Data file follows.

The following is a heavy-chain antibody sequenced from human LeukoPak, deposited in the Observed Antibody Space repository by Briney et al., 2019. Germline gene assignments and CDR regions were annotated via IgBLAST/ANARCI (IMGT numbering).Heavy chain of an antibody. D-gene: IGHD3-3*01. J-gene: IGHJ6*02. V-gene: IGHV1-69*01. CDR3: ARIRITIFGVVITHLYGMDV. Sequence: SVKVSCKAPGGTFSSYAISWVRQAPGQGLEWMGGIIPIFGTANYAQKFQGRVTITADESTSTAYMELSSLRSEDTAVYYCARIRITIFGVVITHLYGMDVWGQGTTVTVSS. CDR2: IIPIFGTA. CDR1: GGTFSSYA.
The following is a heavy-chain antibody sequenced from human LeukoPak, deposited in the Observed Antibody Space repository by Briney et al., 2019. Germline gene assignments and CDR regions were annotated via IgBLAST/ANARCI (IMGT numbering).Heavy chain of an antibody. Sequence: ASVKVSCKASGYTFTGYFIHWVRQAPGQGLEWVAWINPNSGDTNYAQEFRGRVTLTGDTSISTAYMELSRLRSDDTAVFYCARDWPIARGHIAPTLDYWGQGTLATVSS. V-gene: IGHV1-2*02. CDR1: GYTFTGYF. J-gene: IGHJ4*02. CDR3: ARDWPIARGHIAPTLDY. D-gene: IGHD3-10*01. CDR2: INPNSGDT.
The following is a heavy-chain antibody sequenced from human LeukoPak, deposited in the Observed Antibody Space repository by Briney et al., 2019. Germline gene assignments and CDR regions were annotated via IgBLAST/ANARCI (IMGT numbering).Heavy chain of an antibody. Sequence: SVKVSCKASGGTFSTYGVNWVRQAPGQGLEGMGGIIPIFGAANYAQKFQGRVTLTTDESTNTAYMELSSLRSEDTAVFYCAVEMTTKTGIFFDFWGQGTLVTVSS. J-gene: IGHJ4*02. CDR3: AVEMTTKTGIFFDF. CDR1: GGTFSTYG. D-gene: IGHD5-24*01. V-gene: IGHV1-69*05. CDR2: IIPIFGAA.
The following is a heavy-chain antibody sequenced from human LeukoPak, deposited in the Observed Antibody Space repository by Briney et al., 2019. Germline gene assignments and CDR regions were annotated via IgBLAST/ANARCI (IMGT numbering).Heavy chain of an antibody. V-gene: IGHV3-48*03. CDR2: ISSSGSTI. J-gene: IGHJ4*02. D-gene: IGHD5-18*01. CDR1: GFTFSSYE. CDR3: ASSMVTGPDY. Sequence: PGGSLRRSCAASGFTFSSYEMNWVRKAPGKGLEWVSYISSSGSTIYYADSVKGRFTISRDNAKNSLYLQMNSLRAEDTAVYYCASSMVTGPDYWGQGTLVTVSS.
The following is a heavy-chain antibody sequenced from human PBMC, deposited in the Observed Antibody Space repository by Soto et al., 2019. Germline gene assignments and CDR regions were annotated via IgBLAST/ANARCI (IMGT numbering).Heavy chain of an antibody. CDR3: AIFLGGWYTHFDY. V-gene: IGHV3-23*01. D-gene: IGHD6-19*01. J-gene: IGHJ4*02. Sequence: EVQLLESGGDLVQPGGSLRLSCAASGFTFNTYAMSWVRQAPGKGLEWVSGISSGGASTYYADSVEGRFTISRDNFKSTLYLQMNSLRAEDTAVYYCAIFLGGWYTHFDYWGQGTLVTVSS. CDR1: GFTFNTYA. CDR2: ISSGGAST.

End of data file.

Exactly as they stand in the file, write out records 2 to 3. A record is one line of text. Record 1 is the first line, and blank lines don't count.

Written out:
The following is a heavy-chain antibody sequenced from human LeukoPak, deposited in the Observed Antibody Space repository by Briney et al., 2019. Germline gene assignments and CDR regions were annotated via IgBLAST/ANARCI (IMGT numbering).Heavy chain of an antibody. Sequence: ASVKVSCKASGYTFTGYFIHWVRQAPGQGLEWVAWINPNSGDTNYAQEFRGRVTLTGDTSISTAYMELSRLRSDDTAVFYCARDWPIARGHIAPTLDYWGQGTLATVSS. V-gene: IGHV1-2*02. CDR1: GYTFTGYF. J-gene: IGHJ4*02. CDR3: ARDWPIARGHIAPTLDY. D-gene: IGHD3-10*01. CDR2: INPNSGDT.
The following is a heavy-chain antibody sequenced from human LeukoPak, deposited in the Observed Antibody Space repository by Briney et al., 2019. Germline gene assignments and CDR regions were annotated via IgBLAST/ANARCI (IMGT numbering).Heavy chain of an antibody. Sequence: SVKVSCKASGGTFSTYGVNWVRQAPGQGLEGMGGIIPIFGAANYAQKFQGRVTLTTDESTNTAYMELSSLRSEDTAVFYCAVEMTTKTGIFFDFWGQGTLVTVSS. J-gene: IGHJ4*02. CDR3: AVEMTTKTGIFFDF. CDR1: GGTFSTYG. D-gene: IGHD5-24*01. V-gene: IGHV1-69*05. CDR2: IIPIFGAA.